Photo by Bill Miles
Just? There is nothing particularly just, reasonable, fair or simple about risking one's health to fly across the country to avail oneself of the privileges that heterosexual people enjoy. But that is exactly what my 47-year-old, terminally ill cousin, Lisa Dumaw, and her partner of 15 years, Therese Pieper, did. Despite all odds, it was Lisa's dream... and dreams do come true.
Following a day of travel, they arrived in New York, Lisa's frail physique being pushed in a wheelchair through the airport terminal by a beaming, devoted and loving partner, their nuptials less than 48 hours away. This wedding aisle was longer than most, more political, and with much more at stake, but the resilience of the human spirit knows no boundaries, does not recognize state lines, defies all logic and can be absolutely magical when summoned.
On the eve of Nov. 1, in a room filled with white flowers and love, twinkling by candlelight, they exchanged their vows, with not a dry eye in the house. Five-year-old Magnolia Bing-Edwards traveled from Manhattan to fulfill her role as flower girl, gently tossing white rose petals as she entered the room. "I don't understand why two girls cannot get married in Colorado," she had remarked earlier in the week (straight out of the mouth of babes...). As her parents struggled to respond, Maggie simply replied, "New York is so great because you can marry who you love."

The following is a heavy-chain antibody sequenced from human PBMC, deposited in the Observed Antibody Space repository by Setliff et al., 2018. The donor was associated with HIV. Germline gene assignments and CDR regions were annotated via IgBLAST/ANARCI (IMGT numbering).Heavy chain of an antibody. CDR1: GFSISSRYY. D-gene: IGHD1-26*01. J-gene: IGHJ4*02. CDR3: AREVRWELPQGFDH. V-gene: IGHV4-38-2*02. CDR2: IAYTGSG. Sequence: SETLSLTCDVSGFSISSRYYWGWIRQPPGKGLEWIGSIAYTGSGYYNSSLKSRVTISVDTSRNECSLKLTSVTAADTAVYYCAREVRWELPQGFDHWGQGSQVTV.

This love was felt around the world. Having first written about Lisa and Therese's story on The Huffington Post, I awoke to emails from well wishers across the globe. This is not just a gay-rights story or a same-sex-marriage story. This is a human story, a great love story.
This wedding had far-reaching impact. People in the town of Woodstock literally came out of the woodwork to help and be part of making this a beautiful celebration. We walked in stardust all weekend, captivated by the miracle of it all. It was a reprieve from the harsh realities.
"Something old, something new, something borrowed, something blue...." By Sunday morning that "something blue" was a hospital gown as Lisa lay in a bed in the ER, contending with the complications of her cancer. She had risked her life to come here, maintaining that it was a journey worth taking. She is my hero.
And yes, Maggie, New York is a great place.... and you can marry whom you love.
"Love is love. There is no gender to it."
P.S. Lisa and Therese did make it home to Colorado safely that night despite the medical scare. The hospice nurse met with them the following morning. I still believe in miracles, and love is a genderless, politics-less, wondrous miracle.
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